The other two dips were tomatillo salsa and guacamole — both simple but well done. For $10, the trio was a deal. We tried to pace ourselves and leave room for the tacos to come. My view of Tortilla was shifting. Then, with my first bite of a pork taco, I fell in love. The meat was juicy and tender, packed with sweet and savory flavors.

Later, I learned Krill's trick. He starts by making a stock, then adds pineapple to give it a salty-sweet dynamic. He braises the meat in this mixture — then, at the last minute, just before serving, tosses it in the fryer. "Just enough so the outside gets crispy and the inside stays tender," he explained. He folds the meat into a tortilla and sprinkles it with shredded cilantro and diced onion — just enough to add flavor without burying the pork.

I passed the taco to my companion. Then, as one might intently observe a groom's face when his bride walks into the wedding service, I watched her eat. Her eyes widened with what I took to be enthusiastic approval. She nodded, handed the taco back to me and said simply, "Damn."

In just these two dishes, I could already see a theme: The food at Tortilla is made from simple ingredients and cooked with impressive technique. Krill is a talented and thoughtful cook who acquired his skills not at culinary school but in kitchens. He spent almost two years at Michael's on the Hill in Waterbury Center before coming to Idletyme (also owned by chef Michael Kloeti and his wife, Laura).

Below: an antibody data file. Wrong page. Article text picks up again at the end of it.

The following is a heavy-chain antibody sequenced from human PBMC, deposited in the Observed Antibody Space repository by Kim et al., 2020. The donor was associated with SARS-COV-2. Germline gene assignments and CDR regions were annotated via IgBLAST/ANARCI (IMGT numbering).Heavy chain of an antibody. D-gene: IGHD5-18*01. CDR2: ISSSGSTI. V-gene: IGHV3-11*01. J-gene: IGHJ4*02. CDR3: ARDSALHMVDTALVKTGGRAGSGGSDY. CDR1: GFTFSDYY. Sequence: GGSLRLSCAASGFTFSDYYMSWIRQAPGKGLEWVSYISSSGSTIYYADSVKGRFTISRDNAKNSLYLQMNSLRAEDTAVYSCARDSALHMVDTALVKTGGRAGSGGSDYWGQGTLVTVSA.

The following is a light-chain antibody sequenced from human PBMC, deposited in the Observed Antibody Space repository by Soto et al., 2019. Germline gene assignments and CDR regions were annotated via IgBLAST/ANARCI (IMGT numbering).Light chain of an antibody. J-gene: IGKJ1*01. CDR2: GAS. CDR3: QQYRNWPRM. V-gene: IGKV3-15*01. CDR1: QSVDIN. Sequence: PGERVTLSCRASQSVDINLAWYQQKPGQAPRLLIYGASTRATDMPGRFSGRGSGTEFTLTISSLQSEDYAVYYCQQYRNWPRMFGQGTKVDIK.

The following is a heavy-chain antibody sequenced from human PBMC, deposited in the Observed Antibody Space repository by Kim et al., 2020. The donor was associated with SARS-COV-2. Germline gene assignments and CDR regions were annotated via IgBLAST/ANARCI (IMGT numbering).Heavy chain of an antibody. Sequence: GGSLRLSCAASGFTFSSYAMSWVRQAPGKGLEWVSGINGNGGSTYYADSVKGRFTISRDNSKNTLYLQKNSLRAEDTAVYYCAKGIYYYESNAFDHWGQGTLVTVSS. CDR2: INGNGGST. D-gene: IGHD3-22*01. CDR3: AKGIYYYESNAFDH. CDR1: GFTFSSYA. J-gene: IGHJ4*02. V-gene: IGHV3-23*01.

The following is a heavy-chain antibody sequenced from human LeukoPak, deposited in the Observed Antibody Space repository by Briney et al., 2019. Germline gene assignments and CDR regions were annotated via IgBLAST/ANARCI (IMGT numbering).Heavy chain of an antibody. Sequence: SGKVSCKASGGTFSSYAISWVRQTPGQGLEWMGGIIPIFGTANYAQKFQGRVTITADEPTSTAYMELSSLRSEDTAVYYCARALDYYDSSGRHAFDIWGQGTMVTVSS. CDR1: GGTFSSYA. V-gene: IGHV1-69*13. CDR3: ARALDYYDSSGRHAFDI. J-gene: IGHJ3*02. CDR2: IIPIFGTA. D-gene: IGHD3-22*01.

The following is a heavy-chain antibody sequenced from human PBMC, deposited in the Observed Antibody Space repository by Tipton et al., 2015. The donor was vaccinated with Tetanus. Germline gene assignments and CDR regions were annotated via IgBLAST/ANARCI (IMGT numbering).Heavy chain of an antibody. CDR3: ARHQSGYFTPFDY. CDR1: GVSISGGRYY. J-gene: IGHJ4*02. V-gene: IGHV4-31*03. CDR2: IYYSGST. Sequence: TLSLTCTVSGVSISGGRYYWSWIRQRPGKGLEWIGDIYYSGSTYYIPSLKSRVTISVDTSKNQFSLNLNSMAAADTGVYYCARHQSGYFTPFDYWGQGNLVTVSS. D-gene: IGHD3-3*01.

On my second visit to Tortilla, I was equally enamored of Krill's fish taco. Several hunks of fish were tucked into a tortilla with roasted tomatoes and crema. The use of citrus here was unexpected. Small pieces of orange played well with the other elements, brightening the flavors. The fruit went smashingly with the sweetness of the roasted tomatoes.

Chef Anthony Krill - MATTHEW THORSEN
  • Matthew Thorsen
  • Chef Anthony Krill

Overall, Tortilla is exceptional. But is it "uncommonly authentic"? Yes and no. It's certainly uncommon. Authentic Mexican, not so much — at least, not in the sense I was expecting. Take, for example, the vegetarian taco. "I'm not sure a kale-sweet-potato taco is native to Mexico," my partner remarked. Another example is the churros, which were served with a handmade spiced whipped cream not a traditional accompaniment for the dessert.

Unprompted, Hollingsworth brought up the taqueria's tagline when we talked later. "What we mean is, we try to apply an authentic practice when it comes to the foundation and flavors. We do add our own twists," she said. "It's not authentic Mexican food."

So, we're on the same page there. But if we just call this food what it is — cleverly created tacos with a focus on local ingredients (Vermont tacos?) — then it's damn good.

Tortilla will remain at Green Goddess on Tuesdays and Wednesdays for at least four more months, said Hollingsworth. She and Krill expect to extend their six-month contract with the café. The couple would also like to expand — perhaps into Waterbury and Morrisville — on other nights of the week and eventually open a food truck.

I'll keep searching for real Mexican food in the Green Mountain State, but even if I find it, I'm likely to continue my affair with Tortilla.


The original print version of this article was headlined "Mexican Mission"